Swamp Canyon Trail, Bryce Canyon Wilderness

You can’t really tell from the overlook, but there’s a lot to like down in Swamp Canyon. For one, this is part of Bryce Canyon Wilderness, so it is definitely less crowded than the majority of the national park. There are great views of Wightman Bench and Swamp Canyon Butte from down in the canyon. Wildflowers and wildlife are abundant during the green seasons. For a quiet adventure off the beaten path, give Swamp Canyon a try. My brother Dave and I hiked the Swamp Canyon Trail on Sunday, June 3, 2018 beginning at 1:00PM and finishing about 3:00PM. Since we had already done two hikes this day, our plan was to head into Swamp Canyon until we got tired, then return.

Total Length: 2.7 miles Hike Duration: 2 hours

Hike Rating: Moderate. Not long, but you do have to climb back up out of the canyon.

Hike Configuration: Down and back up Blaze: None, wilderness

Elevation Start: 7,998 feet Elevation Gain: 715 feet

Trail Condition: Mostly good. Trail tread alternates hardpan and sand. Likely to be muddy when wet. There are some roots and rocks to avoid. Stay on the trail. Some areas are recovering from past fires.

Starting Point: Swamp Canyon Overlook along the main Bryce Canyon Road..

Trail Traffic: We had this trail completely to ourselves despite a busy park.

How to Get There: From Ruby’s Inn, UT take Hwy 63 into Bryce Canyon National Park. There is an entrance fee required. Take the park’s main road to Swamp Canyon Overlook, approximately 9 miles. Trailhead is on the left.


Topo map of our hike. Click for larger map.


After having already hiked Queens Garden and Bristlecone Loop on this day, as the sun warmed the afternoon, we weren’t particularly interested in a long slog down into a canyon. You can do a four and a half mile loop through Swamp Canyon. More than we had in mind, so we decided to just go for awhile, then turn around when we started getting tired.

From the overlook on the main park road, Swamp Canyon appears relatively small and sheltered. It’s bounded on both sides by fins and hoodoos, common to most of Bryce Canyon. However, this smaller size allows you to develop a more intimate connection with the landscape than some of the grander viewpoints may provide.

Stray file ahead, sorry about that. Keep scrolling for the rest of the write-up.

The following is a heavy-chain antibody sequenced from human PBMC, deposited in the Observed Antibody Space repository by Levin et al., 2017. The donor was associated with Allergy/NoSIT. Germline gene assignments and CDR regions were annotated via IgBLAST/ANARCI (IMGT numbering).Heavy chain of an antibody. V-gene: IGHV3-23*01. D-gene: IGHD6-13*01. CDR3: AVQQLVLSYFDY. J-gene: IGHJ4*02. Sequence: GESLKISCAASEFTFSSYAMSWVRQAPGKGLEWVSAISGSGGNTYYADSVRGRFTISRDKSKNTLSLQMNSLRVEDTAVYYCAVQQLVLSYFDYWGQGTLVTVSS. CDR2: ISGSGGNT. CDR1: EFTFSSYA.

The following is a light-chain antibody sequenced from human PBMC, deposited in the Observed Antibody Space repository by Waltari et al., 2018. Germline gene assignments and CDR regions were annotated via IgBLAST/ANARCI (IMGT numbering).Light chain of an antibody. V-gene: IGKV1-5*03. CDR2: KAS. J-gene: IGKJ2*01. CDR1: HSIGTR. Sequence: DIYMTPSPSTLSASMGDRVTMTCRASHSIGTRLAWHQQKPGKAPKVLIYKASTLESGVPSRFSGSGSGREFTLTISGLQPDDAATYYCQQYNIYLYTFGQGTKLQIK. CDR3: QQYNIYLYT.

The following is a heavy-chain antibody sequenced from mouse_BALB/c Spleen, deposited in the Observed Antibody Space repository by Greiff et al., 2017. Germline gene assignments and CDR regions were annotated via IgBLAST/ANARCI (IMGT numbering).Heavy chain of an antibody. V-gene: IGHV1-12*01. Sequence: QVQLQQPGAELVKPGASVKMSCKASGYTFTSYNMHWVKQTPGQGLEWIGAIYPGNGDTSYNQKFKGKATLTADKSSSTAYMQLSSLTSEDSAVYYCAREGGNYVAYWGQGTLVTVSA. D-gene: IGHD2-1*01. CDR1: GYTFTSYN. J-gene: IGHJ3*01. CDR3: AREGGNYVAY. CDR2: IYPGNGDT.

The trailhead for this hike is on the north end (left) of the overlook. It is actually two trailheads. There’s the Sheep Creek Trail, a more wandering access to Swamp Canyon that winds through meadows and forest before descending, and the Swamp Canyon Connector Trail, a more direct descent. We chose the latter.

The first quarter mile or so takes you through alternating meadow and evergreen forest before reaching the junction where Sheep Creek Trail departs. At the time of our visit in early June, the wildflowers were enjoyable, including blue flax, daisies, clematis and what looked to be a flowering bush in the creosote family.

Just before beginning the descent into the canyon, there is a fantastic natural viewing platform between two fins that displays the breadth and depth of Swamp Canyon to the east, and also looks back on the rim behind you. That’s the photo at the top of this post.


The view looking east into Swamp Canyon.


The descent is through a series of switchbacks, dropping about 700 feet in total. Not far down, there’s a sign that indicates you are entering Bryce Canyon Wilderness, the rugged backcountry region of the national park. When you’re nearing the bottom, the forest becomes more dense, and there is evidence of previous wildfires. Some of the forest is quite stunning, healthy and green, while other portions will take decades to recover from fire.

You reach another trail junction, this one where the Connector Trail meets the Swamp Canyon Trail. The forest occasionally opens up providing views of the massive Swamp Canyon Butte standing more than a thousand feet above the canyon level. There are also many of the orange hoodoos that give Bryce Canyon its character.

There is scrub oak down in the canyon, at one point growing over and dominating the trail. It is quiet. Really the only sounds are the songbirds. Because of the time of day we didn’t see any wildlife, but there is evidence that there is plenty around.

After hiking just over 1.3 miles, we found a nice shady spot on a hill to have a snack, and where Dave could setup for a timelapse video of the puffy white clouds that were beginning to billow above the canyon rim. The hillside was quite sandy, almost like a dune, with flowers and scrub and trees growing. Seemed somewhat out of place amid the giant rock spires of the canyon.

After sitting in the shade for 15 minutes, this seemed like a good place to turn around. By now, the afternoon temperature was beginning to rise, and we were becoming a bit leg weary on this our third hike of the day.

We took our time on the way back up, seemingly a lot longer than the descent. But isn’t that the way it always is? I don’t know about you, but I much prefer going downhill to going up. Lung capacity and all that. Nearly 8,000′ elevation doesn’t help either.

In summary, Swamp Canyon is a nice place to get away from the crowds that encircle the main amphitheater of Bryce Canyon National Park. It is quieter. You may end up like us and have the trail all to yourself. There is some exertion required, but not too bad. Next time I find myself at Bryce Canyon I would also like to try out the Sheep Creek access into Swamp Canyon.



This post was created by Jeff Clark. Please feel free to use the sharing icons below, or add your thoughts to the comments. Pack it in, pack it out. Preserve the past. Respect other hikers. Let nature prevail. Leave no trace.


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